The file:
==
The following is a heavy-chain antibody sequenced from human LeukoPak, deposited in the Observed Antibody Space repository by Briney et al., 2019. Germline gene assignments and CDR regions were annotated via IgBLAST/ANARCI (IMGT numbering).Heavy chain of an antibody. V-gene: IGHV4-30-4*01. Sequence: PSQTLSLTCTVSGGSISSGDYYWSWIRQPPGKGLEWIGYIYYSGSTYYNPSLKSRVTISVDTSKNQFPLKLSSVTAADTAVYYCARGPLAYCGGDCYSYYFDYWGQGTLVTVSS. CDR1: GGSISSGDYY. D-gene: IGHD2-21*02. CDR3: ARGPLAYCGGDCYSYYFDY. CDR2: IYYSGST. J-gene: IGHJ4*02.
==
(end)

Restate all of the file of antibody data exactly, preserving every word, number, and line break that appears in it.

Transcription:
The following is a heavy-chain antibody sequenced from human LeukoPak, deposited in the Observed Antibody Space repository by Briney et al., 2019. Germline gene assignments and CDR regions were annotated via IgBLAST/ANARCI (IMGT numbering).Heavy chain of an antibody. V-gene: IGHV4-30-4*01. Sequence: PSQTLSLTCTVSGGSISSGDYYWSWIRQPPGKGLEWIGYIYYSGSTYYNPSLKSRVTISVDTSKNQFPLKLSSVTAADTAVYYCARGPLAYCGGDCYSYYFDYWGQGTLVTVSS. CDR1: GGSISSGDYY. D-gene: IGHD2-21*02. CDR3: ARGPLAYCGGDCYSYYFDY. CDR2: IYYSGST. J-gene: IGHJ4*02.